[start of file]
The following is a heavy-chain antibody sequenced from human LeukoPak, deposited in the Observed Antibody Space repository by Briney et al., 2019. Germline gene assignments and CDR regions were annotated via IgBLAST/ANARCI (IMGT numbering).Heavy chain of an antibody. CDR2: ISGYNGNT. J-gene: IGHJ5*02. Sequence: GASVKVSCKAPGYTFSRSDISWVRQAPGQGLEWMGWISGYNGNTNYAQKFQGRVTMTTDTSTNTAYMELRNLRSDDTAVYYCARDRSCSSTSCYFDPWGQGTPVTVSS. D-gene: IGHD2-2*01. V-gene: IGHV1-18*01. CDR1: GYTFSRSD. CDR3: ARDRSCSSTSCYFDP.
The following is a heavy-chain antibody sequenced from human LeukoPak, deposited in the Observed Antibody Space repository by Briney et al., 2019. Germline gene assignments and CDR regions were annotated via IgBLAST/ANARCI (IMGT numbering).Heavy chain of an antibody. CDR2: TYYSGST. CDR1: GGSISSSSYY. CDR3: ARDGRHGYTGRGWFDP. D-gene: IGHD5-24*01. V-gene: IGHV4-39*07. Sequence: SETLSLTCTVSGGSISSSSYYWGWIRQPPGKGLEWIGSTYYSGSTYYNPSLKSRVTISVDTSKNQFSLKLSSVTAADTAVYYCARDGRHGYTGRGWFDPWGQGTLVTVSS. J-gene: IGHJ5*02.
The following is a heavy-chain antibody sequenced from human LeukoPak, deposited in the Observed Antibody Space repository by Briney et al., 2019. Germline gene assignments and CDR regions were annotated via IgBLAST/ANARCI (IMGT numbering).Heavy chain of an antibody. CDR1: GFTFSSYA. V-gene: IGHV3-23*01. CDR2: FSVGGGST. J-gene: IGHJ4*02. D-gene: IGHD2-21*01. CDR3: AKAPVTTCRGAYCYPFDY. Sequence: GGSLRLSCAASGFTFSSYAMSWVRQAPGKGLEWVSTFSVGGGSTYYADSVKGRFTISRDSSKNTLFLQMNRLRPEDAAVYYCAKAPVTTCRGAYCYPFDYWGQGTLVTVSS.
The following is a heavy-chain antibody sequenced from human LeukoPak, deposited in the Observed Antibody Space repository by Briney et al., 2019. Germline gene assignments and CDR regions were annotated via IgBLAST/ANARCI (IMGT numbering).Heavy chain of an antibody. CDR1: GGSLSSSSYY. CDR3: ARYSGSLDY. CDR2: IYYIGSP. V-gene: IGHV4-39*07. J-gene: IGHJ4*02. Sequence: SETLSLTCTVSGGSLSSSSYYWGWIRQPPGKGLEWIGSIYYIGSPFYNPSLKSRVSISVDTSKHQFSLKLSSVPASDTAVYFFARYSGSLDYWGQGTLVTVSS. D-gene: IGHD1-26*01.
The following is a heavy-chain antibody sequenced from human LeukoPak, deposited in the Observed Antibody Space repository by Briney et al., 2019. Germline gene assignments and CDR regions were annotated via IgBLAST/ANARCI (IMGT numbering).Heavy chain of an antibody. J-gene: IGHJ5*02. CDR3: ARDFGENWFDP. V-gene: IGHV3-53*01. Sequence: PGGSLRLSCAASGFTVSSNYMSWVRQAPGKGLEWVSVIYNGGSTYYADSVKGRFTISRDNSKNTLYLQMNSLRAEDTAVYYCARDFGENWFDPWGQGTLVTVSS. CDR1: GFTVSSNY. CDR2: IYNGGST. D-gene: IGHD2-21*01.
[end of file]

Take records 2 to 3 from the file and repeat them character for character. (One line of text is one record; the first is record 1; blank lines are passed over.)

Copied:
The following is a heavy-chain antibody sequenced from human LeukoPak, deposited in the Observed Antibody Space repository by Briney et al., 2019. Germline gene assignments and CDR regions were annotated via IgBLAST/ANARCI (IMGT numbering).Heavy chain of an antibody. CDR2: TYYSGST. CDR1: GGSISSSSYY. CDR3: ARDGRHGYTGRGWFDP. D-gene: IGHD5-24*01. V-gene: IGHV4-39*07. Sequence: SETLSLTCTVSGGSISSSSYYWGWIRQPPGKGLEWIGSTYYSGSTYYNPSLKSRVTISVDTSKNQFSLKLSSVTAADTAVYYCARDGRHGYTGRGWFDPWGQGTLVTVSS. J-gene: IGHJ5*02.
The following is a heavy-chain antibody sequenced from human LeukoPak, deposited in the Observed Antibody Space repository by Briney et al., 2019. Germline gene assignments and CDR regions were annotated via IgBLAST/ANARCI (IMGT numbering).Heavy chain of an antibody. CDR1: GFTFSSYA. V-gene: IGHV3-23*01. CDR2: FSVGGGST. J-gene: IGHJ4*02. D-gene: IGHD2-21*01. CDR3: AKAPVTTCRGAYCYPFDY. Sequence: GGSLRLSCAASGFTFSSYAMSWVRQAPGKGLEWVSTFSVGGGSTYYADSVKGRFTISRDSSKNTLFLQMNRLRPEDAAVYYCAKAPVTTCRGAYCYPFDYWGQGTLVTVSS.